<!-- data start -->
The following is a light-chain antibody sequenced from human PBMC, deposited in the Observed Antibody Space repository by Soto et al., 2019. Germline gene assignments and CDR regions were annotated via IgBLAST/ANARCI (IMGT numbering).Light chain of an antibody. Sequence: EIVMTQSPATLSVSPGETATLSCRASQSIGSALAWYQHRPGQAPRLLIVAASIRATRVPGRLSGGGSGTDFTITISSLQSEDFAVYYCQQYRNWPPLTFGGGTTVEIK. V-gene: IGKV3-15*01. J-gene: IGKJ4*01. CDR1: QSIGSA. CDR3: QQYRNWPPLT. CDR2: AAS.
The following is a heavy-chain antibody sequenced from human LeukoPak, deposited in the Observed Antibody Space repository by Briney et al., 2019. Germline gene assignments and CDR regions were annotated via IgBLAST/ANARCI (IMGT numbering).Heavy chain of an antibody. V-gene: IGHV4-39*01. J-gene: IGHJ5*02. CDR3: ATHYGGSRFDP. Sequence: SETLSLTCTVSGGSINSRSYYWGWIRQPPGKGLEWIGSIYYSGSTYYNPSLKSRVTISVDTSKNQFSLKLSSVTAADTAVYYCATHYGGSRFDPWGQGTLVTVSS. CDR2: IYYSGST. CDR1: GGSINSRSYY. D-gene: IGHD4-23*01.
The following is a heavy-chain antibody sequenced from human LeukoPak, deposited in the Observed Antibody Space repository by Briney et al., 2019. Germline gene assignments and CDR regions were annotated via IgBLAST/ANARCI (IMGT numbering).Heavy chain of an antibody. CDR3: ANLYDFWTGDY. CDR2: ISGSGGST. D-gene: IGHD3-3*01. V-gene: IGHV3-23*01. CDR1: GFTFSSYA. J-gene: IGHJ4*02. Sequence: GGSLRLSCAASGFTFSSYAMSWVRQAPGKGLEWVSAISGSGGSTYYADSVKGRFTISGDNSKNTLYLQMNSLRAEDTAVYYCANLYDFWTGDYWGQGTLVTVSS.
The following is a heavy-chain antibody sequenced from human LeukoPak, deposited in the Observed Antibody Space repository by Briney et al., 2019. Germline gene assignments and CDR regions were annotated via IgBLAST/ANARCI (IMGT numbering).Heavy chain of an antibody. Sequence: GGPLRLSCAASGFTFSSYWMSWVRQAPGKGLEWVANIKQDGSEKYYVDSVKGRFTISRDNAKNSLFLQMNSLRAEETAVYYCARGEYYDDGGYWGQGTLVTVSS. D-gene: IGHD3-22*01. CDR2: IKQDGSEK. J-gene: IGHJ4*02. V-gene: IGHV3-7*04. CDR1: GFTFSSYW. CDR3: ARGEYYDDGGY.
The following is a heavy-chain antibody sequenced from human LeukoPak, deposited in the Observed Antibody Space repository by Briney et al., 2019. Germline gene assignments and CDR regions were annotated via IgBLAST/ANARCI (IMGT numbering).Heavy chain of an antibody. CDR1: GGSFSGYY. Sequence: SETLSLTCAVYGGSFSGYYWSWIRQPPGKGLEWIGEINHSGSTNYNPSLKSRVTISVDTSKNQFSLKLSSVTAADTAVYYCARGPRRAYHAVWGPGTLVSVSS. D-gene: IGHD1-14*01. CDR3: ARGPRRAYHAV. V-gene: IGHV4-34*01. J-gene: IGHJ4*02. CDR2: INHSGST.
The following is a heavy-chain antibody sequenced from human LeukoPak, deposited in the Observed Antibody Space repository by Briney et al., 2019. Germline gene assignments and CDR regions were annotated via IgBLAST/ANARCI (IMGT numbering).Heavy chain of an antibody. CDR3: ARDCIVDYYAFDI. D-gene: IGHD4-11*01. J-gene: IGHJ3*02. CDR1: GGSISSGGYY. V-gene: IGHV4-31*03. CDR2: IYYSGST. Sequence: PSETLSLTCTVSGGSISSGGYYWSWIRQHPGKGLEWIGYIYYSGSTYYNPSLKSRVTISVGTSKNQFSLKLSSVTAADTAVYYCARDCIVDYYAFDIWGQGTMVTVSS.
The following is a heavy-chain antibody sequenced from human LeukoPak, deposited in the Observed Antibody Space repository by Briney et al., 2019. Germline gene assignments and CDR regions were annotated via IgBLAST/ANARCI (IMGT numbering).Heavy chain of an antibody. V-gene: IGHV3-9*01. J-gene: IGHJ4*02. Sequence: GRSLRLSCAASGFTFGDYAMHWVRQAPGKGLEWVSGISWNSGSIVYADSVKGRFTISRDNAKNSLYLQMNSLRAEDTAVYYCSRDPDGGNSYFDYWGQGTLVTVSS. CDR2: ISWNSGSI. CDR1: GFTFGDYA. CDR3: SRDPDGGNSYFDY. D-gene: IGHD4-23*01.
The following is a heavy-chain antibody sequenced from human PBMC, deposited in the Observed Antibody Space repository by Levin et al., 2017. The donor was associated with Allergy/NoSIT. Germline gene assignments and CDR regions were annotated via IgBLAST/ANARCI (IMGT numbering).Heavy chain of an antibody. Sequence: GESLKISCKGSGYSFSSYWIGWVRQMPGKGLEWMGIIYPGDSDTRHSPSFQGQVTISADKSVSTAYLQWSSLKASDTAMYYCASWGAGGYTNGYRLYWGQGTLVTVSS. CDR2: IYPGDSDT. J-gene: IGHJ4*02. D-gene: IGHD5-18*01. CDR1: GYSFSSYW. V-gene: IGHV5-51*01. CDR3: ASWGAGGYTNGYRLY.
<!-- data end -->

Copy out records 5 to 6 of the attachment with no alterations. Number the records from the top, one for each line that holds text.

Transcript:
The following is a heavy-chain antibody sequenced from human LeukoPak, deposited in the Observed Antibody Space repository by Briney et al., 2019. Germline gene assignments and CDR regions were annotated via IgBLAST/ANARCI (IMGT numbering).Heavy chain of an antibody. CDR1: GGSFSGYY. Sequence: SETLSLTCAVYGGSFSGYYWSWIRQPPGKGLEWIGEINHSGSTNYNPSLKSRVTISVDTSKNQFSLKLSSVTAADTAVYYCARGPRRAYHAVWGPGTLVSVSS. D-gene: IGHD1-14*01. CDR3: ARGPRRAYHAV. V-gene: IGHV4-34*01. J-gene: IGHJ4*02. CDR2: INHSGST.
The following is a heavy-chain antibody sequenced from human LeukoPak, deposited in the Observed Antibody Space repository by Briney et al., 2019. Germline gene assignments and CDR regions were annotated via IgBLAST/ANARCI (IMGT numbering).Heavy chain of an antibody. CDR3: ARDCIVDYYAFDI. D-gene: IGHD4-11*01. J-gene: IGHJ3*02. CDR1: GGSISSGGYY. V-gene: IGHV4-31*03. CDR2: IYYSGST. Sequence: PSETLSLTCTVSGGSISSGGYYWSWIRQHPGKGLEWIGYIYYSGSTYYNPSLKSRVTISVGTSKNQFSLKLSSVTAADTAVYYCARDCIVDYYAFDIWGQGTMVTVSS.